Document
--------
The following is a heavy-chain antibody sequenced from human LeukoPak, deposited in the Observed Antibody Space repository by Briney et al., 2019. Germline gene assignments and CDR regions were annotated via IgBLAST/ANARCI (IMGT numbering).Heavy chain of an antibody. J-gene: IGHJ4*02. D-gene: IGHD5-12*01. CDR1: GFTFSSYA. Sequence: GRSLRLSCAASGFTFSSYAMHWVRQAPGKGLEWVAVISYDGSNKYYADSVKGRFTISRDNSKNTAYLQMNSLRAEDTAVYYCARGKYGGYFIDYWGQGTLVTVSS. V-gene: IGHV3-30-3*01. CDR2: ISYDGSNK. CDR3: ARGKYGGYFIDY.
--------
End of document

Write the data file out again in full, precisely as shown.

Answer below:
The following is a heavy-chain antibody sequenced from human LeukoPak, deposited in the Observed Antibody Space repository by Briney et al., 2019. Germline gene assignments and CDR regions were annotated via IgBLAST/ANARCI (IMGT numbering).Heavy chain of an antibody. J-gene: IGHJ4*02. D-gene: IGHD5-12*01. CDR1: GFTFSSYA. Sequence: GRSLRLSCAASGFTFSSYAMHWVRQAPGKGLEWVAVISYDGSNKYYADSVKGRFTISRDNSKNTAYLQMNSLRAEDTAVYYCARGKYGGYFIDYWGQGTLVTVSS. V-gene: IGHV3-30-3*01. CDR2: ISYDGSNK. CDR3: ARGKYGGYFIDY.